One afternoon, one of my students said to me ” Miss Ariss, I don’t think I’m an expert at anything.” I replied, ” I know you are, but we just haven’t found out what yet.” I didn’t realize it then, but this stuck with him all day because as the home bell rang I noticed him lingering around the door. I walked over to him and he started to talk to me about the things he would be doing this weekend and then he said he loved to build robots in his room whenever he could. I asked him what kind of robots and what he meant exactly, to which he proceeded to explain to me just how he uses wires, cardboard, light switches, batteries, light bulbs and anything he could find to build and take apart things in his room. As I stood there listening to him and watching his face light up, I was amazed at how passionate he was about this. I stayed silent and listened when all of a sudden he says ” Miss Ariss… I think I’m an expert at making things. Can I make you a robot? ” I looked back at him unable to contain my smiles and just said, ” I can’t wait to have my own robot!”

On Monday he came to school carrying his tools and showed me the most incredible moving car that he had built for me:

My student's homemade part robot-car.

My student’s homemade part robot-car.

He had used a cardboard base, a light switch, batteries and wires to create this amazing robot and he made it for me. His excitement, that what he loved to do was relevant and meaningful, overtook him and he just wanted to share his creation with everyone, especially our AP Jesse McLean who he knew loved electronics. The class was riveted watching him make it run and he was beaming with pride after showing Mr. McLean and having other students ask him to teach them how he built it. He realized that he was making an impact and that his talents and strengths are important.

Most would have been happy to have reached this point, that being an expert means you are finished, but when you are dedicated and passionate about something, your learning never stops. My student went home tonight after watching this Vine video that Mr. McLean took, to refine his machine and try to see if he can alter the wiring to make it do spins.

This is only the start of our journey and I cannot begin to express just how excited I am to help my students to find out what they are experts at or what they would like to work towards becoming an expert at this year. I want to bring out their strengths and help them gain the confidence to grow and truly find their passions. Most importantly I want them to know that they matter, that I will support them and that expertise is something that is constantly evolving as they learn and share with others, that learning and expertise is a process of growth.

If They Build It, They Will Learn


Display at Lego Fair.

How do we learn best? Why is it that we can recall certain aspects of our education but not all? What is it that resonates with a learner? I’ve been focused on creating a collaborative learning environment this year with my students. I believe that my role as an educator is to facilitate their learning, to assist them in their own understanding of their learning and how to connect this to their everyday lives. This is especially difficult with a prescribed curriculum and standardized testing that are pervasive in education today, however as an educator, if I can locate ways to circumvent these obstacles while still maintaining the student’s learning and excitement for learning, I do so.

Our classroom operates as a collaborative mini-society of thoughts, ideas, questions and most importantly opportunity. The opportunity to try, fail and try again. The opportunity to create and construct our own learning through activities chosen and put forth by us all as a team.

Our most recent endeavour was in Science, where we decided together to combine two of our units: Building Devices and Vehicles That Move and Wheels and Levers into one large encompassing project utilizing the student’s choice of Lego and K’Nex building materials. We discussed what the units looked like, what we are required to learn and understand and then we set about finding a way we could do this that excited and motivated us. The students immediately chose Lego and K’Nex, I supplied the materials and support, and the building began.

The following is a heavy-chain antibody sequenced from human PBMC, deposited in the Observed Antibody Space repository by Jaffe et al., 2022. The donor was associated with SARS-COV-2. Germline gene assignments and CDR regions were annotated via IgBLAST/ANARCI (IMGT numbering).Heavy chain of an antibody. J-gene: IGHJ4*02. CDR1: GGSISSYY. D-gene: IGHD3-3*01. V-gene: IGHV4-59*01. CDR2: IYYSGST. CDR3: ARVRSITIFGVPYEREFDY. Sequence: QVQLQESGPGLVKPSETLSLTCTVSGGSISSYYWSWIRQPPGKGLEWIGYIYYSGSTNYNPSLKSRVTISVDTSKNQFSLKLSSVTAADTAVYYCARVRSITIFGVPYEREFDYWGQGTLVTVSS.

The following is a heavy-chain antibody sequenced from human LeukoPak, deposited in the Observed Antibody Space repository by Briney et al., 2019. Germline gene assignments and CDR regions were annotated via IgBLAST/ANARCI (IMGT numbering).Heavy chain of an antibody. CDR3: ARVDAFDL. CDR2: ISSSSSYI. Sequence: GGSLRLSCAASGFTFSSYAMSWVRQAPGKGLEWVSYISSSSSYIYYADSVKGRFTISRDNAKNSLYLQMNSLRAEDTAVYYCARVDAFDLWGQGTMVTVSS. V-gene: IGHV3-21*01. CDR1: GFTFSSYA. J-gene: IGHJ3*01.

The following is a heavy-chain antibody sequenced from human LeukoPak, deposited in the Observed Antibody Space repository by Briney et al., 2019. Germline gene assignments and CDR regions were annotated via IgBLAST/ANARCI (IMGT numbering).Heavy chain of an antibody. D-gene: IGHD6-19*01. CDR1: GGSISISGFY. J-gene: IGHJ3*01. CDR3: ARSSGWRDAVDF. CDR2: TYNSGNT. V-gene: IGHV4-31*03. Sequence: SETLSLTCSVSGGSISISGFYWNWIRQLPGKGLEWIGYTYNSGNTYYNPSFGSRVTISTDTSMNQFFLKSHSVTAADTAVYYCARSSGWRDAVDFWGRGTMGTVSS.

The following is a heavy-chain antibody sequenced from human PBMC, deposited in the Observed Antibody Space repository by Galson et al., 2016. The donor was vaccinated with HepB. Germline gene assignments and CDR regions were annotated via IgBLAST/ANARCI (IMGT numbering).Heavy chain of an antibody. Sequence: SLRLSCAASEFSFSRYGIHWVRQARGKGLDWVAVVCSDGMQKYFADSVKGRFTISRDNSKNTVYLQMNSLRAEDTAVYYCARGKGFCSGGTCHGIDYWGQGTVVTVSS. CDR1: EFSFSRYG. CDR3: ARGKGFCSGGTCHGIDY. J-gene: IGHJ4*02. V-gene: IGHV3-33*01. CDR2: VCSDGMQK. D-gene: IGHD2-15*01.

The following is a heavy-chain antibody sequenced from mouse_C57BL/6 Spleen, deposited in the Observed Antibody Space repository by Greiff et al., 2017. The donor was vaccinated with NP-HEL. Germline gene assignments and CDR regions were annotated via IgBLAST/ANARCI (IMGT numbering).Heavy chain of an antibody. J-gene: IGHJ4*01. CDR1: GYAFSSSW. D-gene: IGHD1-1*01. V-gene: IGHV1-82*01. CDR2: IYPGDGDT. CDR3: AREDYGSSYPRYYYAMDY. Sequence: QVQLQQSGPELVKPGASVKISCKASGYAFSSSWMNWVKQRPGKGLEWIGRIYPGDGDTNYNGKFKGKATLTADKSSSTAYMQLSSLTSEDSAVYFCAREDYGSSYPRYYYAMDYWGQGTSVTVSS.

They worked in self-chosen groups based on interest and build they did. There were four groups: wheels and axles, gears, levers and pulleys and together they built vehicles,  ferris wheels, long and short ramps, sail boats, flag poles, egg beaters, chain saws, trikes, helicopters and wells.

Machines built at school.

Machines built at school.

A group of my students came to me and said that they have been building at home and would like to bring in their work to share.  They had extended their own learning beyond our classroom walls and were getting together on their own time and building. I was flabbergasted but extremely proud so we held a class discussion and decided that not only was it ok to bring their work in, but that we needed to showcase it. Together they came up with the idea of hosting a Lego and K’Nex Fair for their parents and our school. Within a week, our classroom was transformed into a warehouse of Lego and K’Nex creations. There were more machines built at home than there was in our room, and they kept coming in.

Machines built at home.

Machines built at home.

Sensing their excitement building beyond anything I had ever witnessed, I asked them how we can make our fair even more interactive. We talked about stations and one student asked if we could use our iPads in some way. I suggested we try and use the Show Me app to explain how they built their machines, the machine’s purpose and what they learned. They loved this idea and paired up with their building partners and began taking photos of their work. They uploaded these photos into the app and created mini-videos explaining how their simple machines operated. They not only created them for the projects at school, but also the ones they created at home.

iPad table featuring their Show Me videos.

iPad table featuring their Show Me videos.

We hosted our Lego and K’Nex Fair yesterday in our school’s gymnasium. We had a total of  8 tables and an iPad viewing centre for visitors to watch and listen to their Show Me app videos. The students gathered and organized their machines and welcomed their proud and excited parents and peers for an hour of learning and discussion. Each group chose a table of expertise and explained to the guests just how each machine operated, how it was built and its need and importance in our world.

Vehicles, buildings and free-time build projects.

Vehicles, buildings and free-time build projects.

As the fair commenced, I stood back and just watched them interact with each other and their guests. I saw responsibility, independence, growth, learning, understanding, teamwork and most importantly pride. They were beaming with pride from owning their learning. I will forever recall them answering questions but making eye-contact with me through the crowds and smiling wide knowing-smiles. THIS is what learning is and it’s the students who need to build it for themselves in order for it to be life-long.